If you are building an e-tail site, what do you want to accomplish? You obviously want to make sales, but you also don’t want to be liable for faulty products, lost shipments or false advertising.

What if you are designing software that runs on the internet? You want to make sure it is deployed in accordance with legal allowances. You also want to make sure that its not distributed without your consent. What about a dating site? Here you want to make sure that members are truthful and that people interact safely.

Every online product or service is unique. Start by defining your goals. There can never be too many. The mistake is to just ignore this stage.

Step 2: Where is Your Liability?

Once you figure out what your goals are, you need to think about where potential liability can come from.

If you’re developing an affiliate marketing campaign, you face liability from potential false advertising and product liability.

If you you built a widget that runs off of tweeter, you face potential trademark and copyright violations in redisplaying tweets.

If you run a forum, you face publisher liability for comments made by users.

If you developed software that automates posting to Craigslist, you face liability for enabling your users’ unintentional violation of that site’s terms of service.

If you develop a squeeze page you may face privacy concerns due to follow up advertising.

If you develop a digital entertainment download site, you may face liability due to copyright infringement for ringtones and games.

If you build a social network site, you face liability for intellectual property infringements for users’ posting.

There is unlimited forms of liability faced by online companies. The trick is to give some thought to all potential issues that can arise in the future, however remote. Always ask, what can someone end up being unhappy about? Even a $2.99 download product can result in millions of dollars in liability.

Step 3: Define Your Customer’s View

It’s one thing to figure out what you want. It’s quite another thing to figure out what your customer wants to achieve. Don’t forget what we said earlier on: A web site’s Terms is a negotiated agreement. It can never be one sided or it risks being thrown out by a judge. So what do your customer want?

A customer who clicked on an advertisement to an affiliate marketing site, wants truth in advertising regarding the product.

A visitor to a squeeze page wants an exchange of his information for value. The e-product must be delivered as promised.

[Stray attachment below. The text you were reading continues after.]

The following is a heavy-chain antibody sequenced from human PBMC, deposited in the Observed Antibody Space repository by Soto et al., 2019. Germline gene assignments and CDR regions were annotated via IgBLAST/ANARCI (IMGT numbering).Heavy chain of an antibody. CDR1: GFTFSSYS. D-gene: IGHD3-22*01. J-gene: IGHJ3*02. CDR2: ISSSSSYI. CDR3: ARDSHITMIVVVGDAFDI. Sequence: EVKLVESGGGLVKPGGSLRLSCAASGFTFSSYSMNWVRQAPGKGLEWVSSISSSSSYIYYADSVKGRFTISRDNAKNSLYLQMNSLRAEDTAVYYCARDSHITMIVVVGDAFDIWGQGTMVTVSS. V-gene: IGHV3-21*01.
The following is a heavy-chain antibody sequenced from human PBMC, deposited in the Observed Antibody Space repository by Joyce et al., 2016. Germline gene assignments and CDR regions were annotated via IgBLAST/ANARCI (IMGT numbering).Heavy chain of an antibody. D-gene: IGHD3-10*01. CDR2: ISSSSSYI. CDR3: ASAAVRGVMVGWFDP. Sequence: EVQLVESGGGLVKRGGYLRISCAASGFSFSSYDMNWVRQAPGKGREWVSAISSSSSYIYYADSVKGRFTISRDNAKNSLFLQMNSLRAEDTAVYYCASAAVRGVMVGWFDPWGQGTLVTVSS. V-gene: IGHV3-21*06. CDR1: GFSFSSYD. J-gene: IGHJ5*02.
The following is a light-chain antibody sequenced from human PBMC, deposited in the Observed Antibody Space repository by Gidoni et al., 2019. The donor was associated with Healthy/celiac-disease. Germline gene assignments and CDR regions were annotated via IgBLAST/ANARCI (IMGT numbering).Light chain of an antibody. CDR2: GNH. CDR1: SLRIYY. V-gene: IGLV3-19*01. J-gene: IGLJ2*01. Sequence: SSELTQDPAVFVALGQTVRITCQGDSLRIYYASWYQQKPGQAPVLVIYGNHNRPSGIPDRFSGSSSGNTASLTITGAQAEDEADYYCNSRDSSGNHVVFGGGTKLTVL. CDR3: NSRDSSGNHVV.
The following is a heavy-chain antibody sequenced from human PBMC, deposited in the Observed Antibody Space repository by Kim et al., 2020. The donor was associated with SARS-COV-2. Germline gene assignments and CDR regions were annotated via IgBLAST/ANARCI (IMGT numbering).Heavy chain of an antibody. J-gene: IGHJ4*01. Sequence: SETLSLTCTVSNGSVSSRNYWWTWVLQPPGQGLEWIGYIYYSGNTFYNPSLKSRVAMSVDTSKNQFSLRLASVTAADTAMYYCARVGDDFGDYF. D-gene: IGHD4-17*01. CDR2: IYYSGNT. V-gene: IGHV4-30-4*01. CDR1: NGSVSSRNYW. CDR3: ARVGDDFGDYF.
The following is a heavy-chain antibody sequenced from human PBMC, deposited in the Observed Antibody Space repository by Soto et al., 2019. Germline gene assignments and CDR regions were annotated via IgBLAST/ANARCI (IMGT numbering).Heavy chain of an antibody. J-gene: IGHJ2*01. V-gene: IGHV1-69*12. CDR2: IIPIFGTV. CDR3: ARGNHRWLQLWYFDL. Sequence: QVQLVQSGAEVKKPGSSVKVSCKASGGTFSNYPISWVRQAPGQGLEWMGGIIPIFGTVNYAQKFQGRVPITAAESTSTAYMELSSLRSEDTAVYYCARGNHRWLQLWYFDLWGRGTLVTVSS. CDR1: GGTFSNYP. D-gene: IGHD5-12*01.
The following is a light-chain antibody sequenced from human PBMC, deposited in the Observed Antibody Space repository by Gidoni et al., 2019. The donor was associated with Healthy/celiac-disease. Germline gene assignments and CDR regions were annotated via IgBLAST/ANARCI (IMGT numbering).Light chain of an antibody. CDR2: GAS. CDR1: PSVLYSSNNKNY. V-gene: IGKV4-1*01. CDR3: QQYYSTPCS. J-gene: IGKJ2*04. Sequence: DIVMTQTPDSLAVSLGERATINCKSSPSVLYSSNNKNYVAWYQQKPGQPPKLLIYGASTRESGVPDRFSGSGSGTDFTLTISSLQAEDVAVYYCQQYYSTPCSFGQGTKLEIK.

A subscriber to a newsletter wants his information kept confidential from 3rd party marketers.

A member to a dating site wants his personal information kept confidential from other members unless he wishes them revealed.

A customer of a digital entertainment site wants his digital game to operate properly.

A customer downloading a ringtone wants to make sure that he is paying for one download and not paying for a subscription.

A buyer from an e-tail site wants to know who to return the product to in the event of a complaint.

A client posting a review wants to make sure you keep his identity confidential.

If you haven’t given thought to what your customers want, a judge will. The negotiation starts by you thinking about your customers needs.

Step 4: Enable through Negotiation

So how do we put everything together? How do we enable our goals, while minimizing potential liability and allowing for customer wishes? We negotiate with the customer. I know this sounds strange. How can you ever negotiate with a visitor to a splash page?

Terms of service are worth little if a court is likely to later dismiss many of the key provisions. Courts over the past few years have struck down many important sections of leading sites’ Terms as being too one sided. How do you avoid it?

Focus on the best form of “consent”. Most web sites at best offer a link at the bottom of a page to the site’s Terms. Others go a little further by requiring the users to check a box as having “agreed” to the site’s Terms. However, if you have a provision that you “must” make sure that a court will uphold you can do better. There are countless options available to make sure that a client reads and consents to important terms (e.g. displaying summarized terms of service).

For some key issues, like dispute resolution, afford the user options. Most attorneys, inexperienced in online law, draft straight forward terms. As they try to bind users, they fail to understand that unless they build options into the Terms (like how to best resolve disputes) judges are likely to strike the provisions down.

Don’t fail this step. Negotiate fair Terms with your customers by giving them ample chance to consent to important provisions and providing them with options on how to best implement the Terms.

Step 5: How to Make Changes?

You can be assured of one thing. You’ll have to make ongoing changes to your Terms. Not only are your business practices likely to change over time, online laws change on a regular basis. As online legal cases make it through the court system, we must incorporate into existing Terms any new legal interpretations and findings. Failing to do so, assures us of stale and irrelevant Terms. Basically, absent amendments to our Terms, the goals we set up earlier while minimizing liability will be ineffective.